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Although Senate health committee Chair Lamar Alexander (R-Tenn.) had previously said he hoped to get something out before recess, it’s now looking like the measure won’t be done until lawmakers come back after August.
The Washington Post Fact Checker blasts the claim. While President Donald Trump’s 2020 budget did propose reductions in anticipated spending on Medicare, it was completely unrelated to the tax cut passed by Congress in 2017. In other news, HHS Secretary Alex Azar suggests that Medicare Advantage plans could see pay boosts.
The Trump administration issued a regulation last year allowing short-term health care plans to last up to 12 months instead of three. The plans don’t have to adhere to the health law’s strict regulations, so critics blast them as being “junk insurance.” U.S. District Judge Richard Leon, however, ruled that the plans aims to “minimize the harm and expense” for individuals who might otherwise decide not to purchase insurance because of high premiums.
Health care is one of the dividing issues for the crowded 2020 Democratic field, but the candidates’ stances on the issue underscore how different their philosophies can be. Meanwhile, those candidates who support “Medicare for All” are still grappling with the issue of how to pay for it. And The New York Times fact checks President Donald Trump’s rhetoric on the Democrats’ plans.
Lauren Sullivan had been trying to appeal UnitedHealth’s initial refusal of the drug for her 21-month-old daughter, Daryn. The girl was running out of time to receive the treatment before her second birthday in October, when the drug has to be administered. The company also approved claims for three other patients. In other news, UnitedHealth beats expectations for the quarter, prompting company to boost earnings guidance.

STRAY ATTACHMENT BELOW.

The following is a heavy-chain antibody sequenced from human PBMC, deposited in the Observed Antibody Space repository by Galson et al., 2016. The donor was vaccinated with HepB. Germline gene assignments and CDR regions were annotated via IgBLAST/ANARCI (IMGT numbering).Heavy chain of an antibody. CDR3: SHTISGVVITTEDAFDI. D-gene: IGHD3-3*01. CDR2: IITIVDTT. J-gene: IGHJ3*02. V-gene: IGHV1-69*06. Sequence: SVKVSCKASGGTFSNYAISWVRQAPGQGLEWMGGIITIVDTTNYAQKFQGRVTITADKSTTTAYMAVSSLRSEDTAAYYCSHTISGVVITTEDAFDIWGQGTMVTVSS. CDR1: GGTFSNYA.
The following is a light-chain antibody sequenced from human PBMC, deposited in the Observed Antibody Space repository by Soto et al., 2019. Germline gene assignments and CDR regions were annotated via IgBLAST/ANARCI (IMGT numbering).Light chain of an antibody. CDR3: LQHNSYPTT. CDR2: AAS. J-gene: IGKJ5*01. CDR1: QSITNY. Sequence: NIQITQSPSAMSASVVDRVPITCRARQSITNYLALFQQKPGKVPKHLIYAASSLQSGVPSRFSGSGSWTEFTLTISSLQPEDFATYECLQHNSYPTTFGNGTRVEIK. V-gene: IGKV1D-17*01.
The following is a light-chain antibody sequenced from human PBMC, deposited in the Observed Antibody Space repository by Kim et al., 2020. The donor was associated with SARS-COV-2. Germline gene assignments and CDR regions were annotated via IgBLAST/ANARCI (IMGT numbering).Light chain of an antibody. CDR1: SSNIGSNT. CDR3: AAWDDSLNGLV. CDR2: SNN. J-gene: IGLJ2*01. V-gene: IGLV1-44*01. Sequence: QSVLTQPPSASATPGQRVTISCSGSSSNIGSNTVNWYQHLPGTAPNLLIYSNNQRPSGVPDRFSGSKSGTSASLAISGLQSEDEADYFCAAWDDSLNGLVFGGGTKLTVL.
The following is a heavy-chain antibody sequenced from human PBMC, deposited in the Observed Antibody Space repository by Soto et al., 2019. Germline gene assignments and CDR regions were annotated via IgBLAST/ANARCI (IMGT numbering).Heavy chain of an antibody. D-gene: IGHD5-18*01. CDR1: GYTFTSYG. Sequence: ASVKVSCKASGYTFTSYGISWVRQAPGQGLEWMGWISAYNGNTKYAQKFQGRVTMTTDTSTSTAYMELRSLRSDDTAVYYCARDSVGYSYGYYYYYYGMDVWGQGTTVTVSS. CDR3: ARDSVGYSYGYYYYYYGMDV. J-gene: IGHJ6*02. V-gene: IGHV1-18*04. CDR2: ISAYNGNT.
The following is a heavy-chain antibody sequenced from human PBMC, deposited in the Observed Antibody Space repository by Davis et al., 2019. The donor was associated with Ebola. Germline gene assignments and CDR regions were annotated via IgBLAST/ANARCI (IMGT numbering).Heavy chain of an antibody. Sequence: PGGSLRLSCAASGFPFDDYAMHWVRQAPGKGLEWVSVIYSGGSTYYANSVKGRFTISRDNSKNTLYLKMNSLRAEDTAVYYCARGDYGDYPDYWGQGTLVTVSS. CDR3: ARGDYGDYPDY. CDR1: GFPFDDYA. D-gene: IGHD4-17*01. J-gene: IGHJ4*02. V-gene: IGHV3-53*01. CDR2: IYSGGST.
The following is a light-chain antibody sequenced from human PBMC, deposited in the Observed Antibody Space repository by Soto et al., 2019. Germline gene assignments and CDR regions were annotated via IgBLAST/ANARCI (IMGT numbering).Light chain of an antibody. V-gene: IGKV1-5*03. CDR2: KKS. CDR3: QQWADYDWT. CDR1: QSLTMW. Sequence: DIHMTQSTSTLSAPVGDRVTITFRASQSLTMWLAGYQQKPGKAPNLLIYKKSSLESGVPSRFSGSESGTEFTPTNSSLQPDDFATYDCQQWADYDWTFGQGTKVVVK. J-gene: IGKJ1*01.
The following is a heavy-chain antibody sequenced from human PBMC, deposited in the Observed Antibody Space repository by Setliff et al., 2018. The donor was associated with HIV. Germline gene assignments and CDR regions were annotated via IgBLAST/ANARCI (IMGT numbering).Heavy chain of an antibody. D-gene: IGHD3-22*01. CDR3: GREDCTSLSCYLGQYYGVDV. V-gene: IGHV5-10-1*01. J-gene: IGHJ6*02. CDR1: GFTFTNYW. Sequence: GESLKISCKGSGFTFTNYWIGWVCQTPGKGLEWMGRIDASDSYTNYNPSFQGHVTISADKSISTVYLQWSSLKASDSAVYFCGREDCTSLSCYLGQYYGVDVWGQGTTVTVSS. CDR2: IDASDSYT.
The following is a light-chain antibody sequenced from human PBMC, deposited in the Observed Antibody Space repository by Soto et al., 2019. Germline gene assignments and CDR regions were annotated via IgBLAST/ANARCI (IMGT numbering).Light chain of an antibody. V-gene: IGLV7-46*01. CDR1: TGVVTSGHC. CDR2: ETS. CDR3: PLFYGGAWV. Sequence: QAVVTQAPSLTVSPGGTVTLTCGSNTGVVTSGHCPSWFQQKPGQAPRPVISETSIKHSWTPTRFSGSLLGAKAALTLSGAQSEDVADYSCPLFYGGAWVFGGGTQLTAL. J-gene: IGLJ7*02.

Presidential hopefuls Sen. Bernie Sanders (I-Vt.) and former Vice President Joe Biden would take separate paths on how to address health care, with Sanders going for an overhaul approach and Biden favoring building on what exists. The two philosophies have come to divide a crowded pack of Democrats as the election season starts kicking into gear, and in the past few days Sanders and Biden have been publicly swiping at each other over the issue. Meanwhile, governors are particularly worried about candidates’ rhetoric about getting rid of private insurers.
Prosecutors say Joseph Prince, a former Veterans Affairs employee, exploited his position of trust to steer patients to seven different home health agencies that subsequently kicked back money to Prince and his family.
Although the guidance shifts costs to insurers, the companies have actually been pushing for the flexibility to begin providing coverage for those treatments, such as glucose or blood-pressure monitors, because people who don’t get ongoing treatment for a disease can have their condition worsen, leaving insurers paying even more for their care.
Lawmakers are gung-ho about addressing the issue of surprise medical bills, but the central question of who covers the costs instead remains. The debate is drawing out major health care players to push for the best outcome in the fight. On Wednesday, the House Energy and Commerce Committee approved its version of the legislation.